SoCal Hospitals Work On Way to Get Around Physician Employment Ban
Also opposed is the California Association of Health Plans, which worries that such an entity would unify efforts to contract with health insurance companies, giving them more control over reimbursement rates.
Lott estimates that about 20 to 35 of the 157 HASC-member hospitals would have to sign up for the pooled foundation model to work. And it may be difficult to get doctors to agree as well.
"They'd be giving the foundation a lot of control over their practice . . . of their billings and accounts receivable, and they may not want to give that up," Lott says.
California is one of only five states, including Ohio, Iowa, Texas, and Colorado that do not allow hospitals to directly employ physicians. Only county hospitals and academic medical centers are granted exceptions.
The fear is that hospitals that employ doctors can dictate to them what kind of care to provide patients based on economic factors, not medical need.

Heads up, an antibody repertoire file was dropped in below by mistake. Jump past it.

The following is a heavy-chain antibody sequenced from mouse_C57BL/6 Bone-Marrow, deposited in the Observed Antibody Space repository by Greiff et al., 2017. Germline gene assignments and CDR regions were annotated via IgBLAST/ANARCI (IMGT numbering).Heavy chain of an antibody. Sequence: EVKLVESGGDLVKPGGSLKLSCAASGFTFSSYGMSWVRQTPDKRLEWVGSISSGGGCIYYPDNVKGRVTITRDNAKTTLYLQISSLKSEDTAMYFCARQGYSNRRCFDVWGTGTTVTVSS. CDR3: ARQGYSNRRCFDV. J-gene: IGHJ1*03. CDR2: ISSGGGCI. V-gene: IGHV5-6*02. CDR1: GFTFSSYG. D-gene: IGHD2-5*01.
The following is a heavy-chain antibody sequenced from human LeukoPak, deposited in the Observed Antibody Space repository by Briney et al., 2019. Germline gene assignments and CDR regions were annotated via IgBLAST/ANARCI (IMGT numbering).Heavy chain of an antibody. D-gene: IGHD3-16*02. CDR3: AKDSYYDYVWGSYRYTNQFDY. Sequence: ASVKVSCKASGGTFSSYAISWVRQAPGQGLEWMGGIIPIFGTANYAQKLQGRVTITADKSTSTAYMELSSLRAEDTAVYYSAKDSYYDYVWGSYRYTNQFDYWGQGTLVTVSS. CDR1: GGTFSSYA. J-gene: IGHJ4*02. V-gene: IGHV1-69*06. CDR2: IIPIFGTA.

But without the ability to hire doctors, some smaller hospitals in remote parts of California are unable to provide residents in their area with oncologists, gastroenterologists, anesthesiologists, and many other specialist and primary care practitioners, forcing those patients to travel long distances to get care they need or go without.
A pilot program approved several years ago that allows six physicians to be hired is set to expire this year.
Cheryl Clark is senior quality editor and California correspondent for HealthLeaders Media. She is a member of the Association of Health Care Journalists.
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